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Community renewable energy groups in Australia and the relationship between individual and collective pro-environmental behaviour

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posted on 2022-08-18, 04:41 authored by Anisha Humphreys

Pro-environmental behaviour, defined as a conscious attempt to minimise the negative impact of actions on the natural and built environment, has traditionally been framed in terms of individual action. Whilst such individual behaviour is important, collective efforts are also essential to scale up the impact of environmental actions and mitigate environmental problems such as climate change. In this context, community renewable energy projects offer an important arena for understanding both individual and collective behaviour. While much is understood about types of individual and collective pro-environmental behaviour, less research has been undertaken on the relationship between such forms of behaviour, particularly in the context of community energy groups. In addition, while the literature on community renewable energy groups has burgeoned, this remains dominated by case studies from Europe with limited examples highlighting the Australian context. This study aims to investigate the relationship between individual and collective pro-environmental behaviour of people involved in community renewable energy groups in Australia. The project draws on semi-structured interviews and group discussions with members of three case study community renewable energy groups in regional Victoria, Australia. Data is analysed using a framework for understanding pro-environmental behaviour developed by Barr and Gilg (2007) that explores how values, behavioural intentions, psychological variables, and situational variables influence behaviour. The findings highlight that the relationship between individual and collective behaviour is complex. Situational variables are primarily experienced individually but shape involvement in groups while psychological variables are manifest primarily in forms of collective behaviour because of the efficacy of groups. Overall in regards to community renewable energy groups in Australia, the research highlights that collective behaviour provides an important means of overcoming some barriers experienced by groups but more work is needed to understand how behaviour can shape future engagement.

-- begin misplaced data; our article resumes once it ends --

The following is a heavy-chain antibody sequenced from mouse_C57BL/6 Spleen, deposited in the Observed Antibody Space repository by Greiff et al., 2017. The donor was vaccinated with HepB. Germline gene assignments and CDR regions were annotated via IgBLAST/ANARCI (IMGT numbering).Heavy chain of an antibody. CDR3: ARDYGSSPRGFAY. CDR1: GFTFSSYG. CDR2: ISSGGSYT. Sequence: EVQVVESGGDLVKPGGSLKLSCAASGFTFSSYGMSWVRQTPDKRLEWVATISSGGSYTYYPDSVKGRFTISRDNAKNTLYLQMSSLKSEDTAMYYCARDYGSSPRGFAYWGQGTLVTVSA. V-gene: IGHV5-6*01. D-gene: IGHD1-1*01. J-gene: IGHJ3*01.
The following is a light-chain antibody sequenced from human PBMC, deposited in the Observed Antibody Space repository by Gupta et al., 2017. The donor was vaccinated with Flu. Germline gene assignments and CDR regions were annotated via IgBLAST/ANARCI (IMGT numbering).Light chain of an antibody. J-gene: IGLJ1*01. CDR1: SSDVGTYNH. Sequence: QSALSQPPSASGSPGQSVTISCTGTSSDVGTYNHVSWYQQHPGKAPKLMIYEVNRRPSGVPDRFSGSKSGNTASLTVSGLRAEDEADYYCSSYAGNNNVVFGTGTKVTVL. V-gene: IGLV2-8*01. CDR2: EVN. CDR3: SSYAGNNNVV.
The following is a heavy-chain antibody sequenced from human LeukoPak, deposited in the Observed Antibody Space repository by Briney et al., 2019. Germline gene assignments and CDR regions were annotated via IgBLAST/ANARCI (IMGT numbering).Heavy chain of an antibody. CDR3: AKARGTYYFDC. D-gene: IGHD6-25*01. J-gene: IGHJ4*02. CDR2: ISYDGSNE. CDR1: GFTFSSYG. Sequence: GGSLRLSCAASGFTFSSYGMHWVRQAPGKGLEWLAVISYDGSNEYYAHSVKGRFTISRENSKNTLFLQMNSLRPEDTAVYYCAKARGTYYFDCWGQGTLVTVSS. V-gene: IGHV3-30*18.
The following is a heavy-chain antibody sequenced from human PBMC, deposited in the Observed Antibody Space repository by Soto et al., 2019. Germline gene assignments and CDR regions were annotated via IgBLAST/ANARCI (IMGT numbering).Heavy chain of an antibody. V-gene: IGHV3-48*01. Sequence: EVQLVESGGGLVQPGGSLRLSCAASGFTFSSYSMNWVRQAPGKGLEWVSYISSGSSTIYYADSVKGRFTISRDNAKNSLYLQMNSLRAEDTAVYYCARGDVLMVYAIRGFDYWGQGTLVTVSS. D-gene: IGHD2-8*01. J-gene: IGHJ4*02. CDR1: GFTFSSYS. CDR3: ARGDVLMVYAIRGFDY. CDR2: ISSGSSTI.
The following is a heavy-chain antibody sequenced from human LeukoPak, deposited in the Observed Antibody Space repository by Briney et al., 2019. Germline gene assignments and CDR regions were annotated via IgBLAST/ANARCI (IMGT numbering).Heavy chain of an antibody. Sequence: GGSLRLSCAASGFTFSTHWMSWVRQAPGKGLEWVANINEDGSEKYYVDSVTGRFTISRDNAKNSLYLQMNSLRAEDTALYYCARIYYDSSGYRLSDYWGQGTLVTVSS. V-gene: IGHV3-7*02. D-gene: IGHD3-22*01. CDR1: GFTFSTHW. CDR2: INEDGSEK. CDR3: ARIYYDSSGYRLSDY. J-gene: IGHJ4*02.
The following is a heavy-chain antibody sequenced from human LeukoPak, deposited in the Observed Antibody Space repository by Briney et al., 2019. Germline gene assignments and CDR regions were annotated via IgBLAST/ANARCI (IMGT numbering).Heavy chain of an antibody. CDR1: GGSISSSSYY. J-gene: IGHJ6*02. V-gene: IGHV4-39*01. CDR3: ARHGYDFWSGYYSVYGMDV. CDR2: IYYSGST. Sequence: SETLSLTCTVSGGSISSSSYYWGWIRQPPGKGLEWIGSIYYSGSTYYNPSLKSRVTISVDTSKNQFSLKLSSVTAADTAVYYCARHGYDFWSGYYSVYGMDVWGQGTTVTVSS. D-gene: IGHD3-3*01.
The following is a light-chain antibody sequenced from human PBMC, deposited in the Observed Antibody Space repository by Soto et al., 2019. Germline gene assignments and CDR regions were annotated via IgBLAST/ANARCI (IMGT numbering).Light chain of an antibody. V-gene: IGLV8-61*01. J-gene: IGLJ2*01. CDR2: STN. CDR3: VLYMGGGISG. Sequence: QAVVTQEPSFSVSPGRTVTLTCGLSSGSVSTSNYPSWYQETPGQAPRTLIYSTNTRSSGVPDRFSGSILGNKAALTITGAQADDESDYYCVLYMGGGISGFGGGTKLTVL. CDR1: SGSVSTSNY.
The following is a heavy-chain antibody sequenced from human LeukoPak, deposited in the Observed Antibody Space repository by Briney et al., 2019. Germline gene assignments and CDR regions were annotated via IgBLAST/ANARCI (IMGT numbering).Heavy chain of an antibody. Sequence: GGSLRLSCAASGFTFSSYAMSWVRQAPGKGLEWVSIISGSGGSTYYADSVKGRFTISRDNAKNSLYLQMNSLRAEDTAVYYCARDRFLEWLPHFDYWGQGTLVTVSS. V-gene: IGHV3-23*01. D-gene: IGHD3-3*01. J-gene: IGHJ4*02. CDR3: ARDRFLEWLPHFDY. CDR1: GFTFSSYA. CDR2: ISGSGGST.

Table of Contents

Chapter 1: Introduction -- Chapter 2: Literature review -- Chapter 3: Methodology -- Chapter 4: Individual pro-environmental behaviour -- Chapter 5: Collective pro-environmental behaviour -- Chapter 6: Discussion -- Chapter 7: Conclusion -- References -- Appendix A: Ethical approval from Macquarie University -- Appendix B: Interview and group discussion questions


A Masters of Research thesis

Awarding Institution

Macquarie University

Degree Type

Thesis MRes


Thesis (MRes), Macquarie University, Faculty of Arts, 2020

Department, Centre or School

Department of Geography and Planning

Year of Award


Principal Supervisor

Sara Fuller


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